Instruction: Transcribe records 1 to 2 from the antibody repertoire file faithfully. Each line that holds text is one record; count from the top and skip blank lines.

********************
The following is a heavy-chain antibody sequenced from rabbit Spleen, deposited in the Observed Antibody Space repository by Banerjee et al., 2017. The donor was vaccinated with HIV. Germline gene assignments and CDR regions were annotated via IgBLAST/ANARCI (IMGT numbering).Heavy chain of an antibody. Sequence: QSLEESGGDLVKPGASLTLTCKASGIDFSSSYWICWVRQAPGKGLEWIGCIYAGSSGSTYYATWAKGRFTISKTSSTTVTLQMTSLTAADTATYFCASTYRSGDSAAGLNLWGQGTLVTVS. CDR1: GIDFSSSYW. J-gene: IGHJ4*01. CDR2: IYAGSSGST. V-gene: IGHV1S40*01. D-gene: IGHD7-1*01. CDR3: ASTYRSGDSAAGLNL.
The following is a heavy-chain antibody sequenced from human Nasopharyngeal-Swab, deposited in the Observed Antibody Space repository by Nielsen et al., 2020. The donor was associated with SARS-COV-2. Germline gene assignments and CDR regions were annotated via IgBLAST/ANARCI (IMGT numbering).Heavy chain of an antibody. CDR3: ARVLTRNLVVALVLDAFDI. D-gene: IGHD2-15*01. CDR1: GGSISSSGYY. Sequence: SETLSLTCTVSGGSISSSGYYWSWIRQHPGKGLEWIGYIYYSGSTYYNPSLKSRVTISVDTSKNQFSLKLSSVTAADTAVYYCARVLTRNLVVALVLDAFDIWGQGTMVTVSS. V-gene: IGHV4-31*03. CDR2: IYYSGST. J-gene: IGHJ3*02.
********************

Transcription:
The following is a heavy-chain antibody sequenced from rabbit Spleen, deposited in the Observed Antibody Space repository by Banerjee et al., 2017. The donor was vaccinated with HIV. Germline gene assignments and CDR regions were annotated via IgBLAST/ANARCI (IMGT numbering).Heavy chain of an antibody. Sequence: QSLEESGGDLVKPGASLTLTCKASGIDFSSSYWICWVRQAPGKGLEWIGCIYAGSSGSTYYATWAKGRFTISKTSSTTVTLQMTSLTAADTATYFCASTYRSGDSAAGLNLWGQGTLVTVS. CDR1: GIDFSSSYW. J-gene: IGHJ4*01. CDR2: IYAGSSGST. V-gene: IGHV1S40*01. D-gene: IGHD7-1*01. CDR3: ASTYRSGDSAAGLNL.
The following is a heavy-chain antibody sequenced from human Nasopharyngeal-Swab, deposited in the Observed Antibody Space repository by Nielsen et al., 2020. The donor was associated with SARS-COV-2. Germline gene assignments and CDR regions were annotated via IgBLAST/ANARCI (IMGT numbering).Heavy chain of an antibody. CDR3: ARVLTRNLVVALVLDAFDI. D-gene: IGHD2-15*01. CDR1: GGSISSSGYY. Sequence: SETLSLTCTVSGGSISSSGYYWSWIRQHPGKGLEWIGYIYYSGSTYYNPSLKSRVTISVDTSKNQFSLKLSSVTAADTAVYYCARVLTRNLVVALVLDAFDIWGQGTMVTVSS. V-gene: IGHV4-31*03. CDR2: IYYSGST. J-gene: IGHJ3*02.